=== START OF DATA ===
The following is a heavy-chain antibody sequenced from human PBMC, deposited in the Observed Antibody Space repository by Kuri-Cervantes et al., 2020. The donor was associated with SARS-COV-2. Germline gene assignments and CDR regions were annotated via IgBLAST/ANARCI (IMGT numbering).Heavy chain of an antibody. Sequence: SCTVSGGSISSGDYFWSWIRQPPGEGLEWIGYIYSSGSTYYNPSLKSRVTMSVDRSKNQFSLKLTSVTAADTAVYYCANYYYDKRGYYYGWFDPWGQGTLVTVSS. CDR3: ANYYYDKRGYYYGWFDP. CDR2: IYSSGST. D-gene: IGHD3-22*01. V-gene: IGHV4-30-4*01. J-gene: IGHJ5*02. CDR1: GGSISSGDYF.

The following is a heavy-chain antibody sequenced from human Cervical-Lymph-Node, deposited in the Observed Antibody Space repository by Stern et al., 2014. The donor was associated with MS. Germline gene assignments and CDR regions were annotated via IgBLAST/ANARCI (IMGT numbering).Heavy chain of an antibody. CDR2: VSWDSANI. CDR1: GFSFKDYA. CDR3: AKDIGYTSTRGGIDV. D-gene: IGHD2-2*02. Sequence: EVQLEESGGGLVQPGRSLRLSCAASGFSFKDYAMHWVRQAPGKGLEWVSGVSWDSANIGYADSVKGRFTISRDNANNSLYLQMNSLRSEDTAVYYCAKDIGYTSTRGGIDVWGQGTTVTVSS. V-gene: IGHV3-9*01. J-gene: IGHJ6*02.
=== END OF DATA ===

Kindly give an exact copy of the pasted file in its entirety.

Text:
The following is a heavy-chain antibody sequenced from human PBMC, deposited in the Observed Antibody Space repository by Kuri-Cervantes et al., 2020. The donor was associated with SARS-COV-2. Germline gene assignments and CDR regions were annotated via IgBLAST/ANARCI (IMGT numbering).Heavy chain of an antibody. Sequence: SCTVSGGSISSGDYFWSWIRQPPGEGLEWIGYIYSSGSTYYNPSLKSRVTMSVDRSKNQFSLKLTSVTAADTAVYYCANYYYDKRGYYYGWFDPWGQGTLVTVSS. CDR3: ANYYYDKRGYYYGWFDP. CDR2: IYSSGST. D-gene: IGHD3-22*01. V-gene: IGHV4-30-4*01. J-gene: IGHJ5*02. CDR1: GGSISSGDYF.

The following is a heavy-chain antibody sequenced from human Cervical-Lymph-Node, deposited in the Observed Antibody Space repository by Stern et al., 2014. The donor was associated with MS. Germline gene assignments and CDR regions were annotated via IgBLAST/ANARCI (IMGT numbering).Heavy chain of an antibody. CDR2: VSWDSANI. CDR1: GFSFKDYA. CDR3: AKDIGYTSTRGGIDV. D-gene: IGHD2-2*02. Sequence: EVQLEESGGGLVQPGRSLRLSCAASGFSFKDYAMHWVRQAPGKGLEWVSGVSWDSANIGYADSVKGRFTISRDNANNSLYLQMNSLRSEDTAVYYCAKDIGYTSTRGGIDVWGQGTTVTVSS. V-gene: IGHV3-9*01. J-gene: IGHJ6*02.